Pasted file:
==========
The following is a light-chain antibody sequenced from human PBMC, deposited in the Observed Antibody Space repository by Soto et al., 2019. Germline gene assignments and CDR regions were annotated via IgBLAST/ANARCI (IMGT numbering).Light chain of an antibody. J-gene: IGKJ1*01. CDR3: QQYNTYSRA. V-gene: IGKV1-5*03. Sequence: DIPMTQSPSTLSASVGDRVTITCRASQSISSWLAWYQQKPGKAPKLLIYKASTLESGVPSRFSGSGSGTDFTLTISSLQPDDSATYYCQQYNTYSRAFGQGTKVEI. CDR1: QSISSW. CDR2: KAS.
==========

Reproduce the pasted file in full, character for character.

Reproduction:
The following is a light-chain antibody sequenced from human PBMC, deposited in the Observed Antibody Space repository by Soto et al., 2019. Germline gene assignments and CDR regions were annotated via IgBLAST/ANARCI (IMGT numbering).Light chain of an antibody. J-gene: IGKJ1*01. CDR3: QQYNTYSRA. V-gene: IGKV1-5*03. Sequence: DIPMTQSPSTLSASVGDRVTITCRASQSISSWLAWYQQKPGKAPKLLIYKASTLESGVPSRFSGSGSGTDFTLTISSLQPDDSATYYCQQYNTYSRAFGQGTKVEI. CDR1: QSISSW. CDR2: KAS.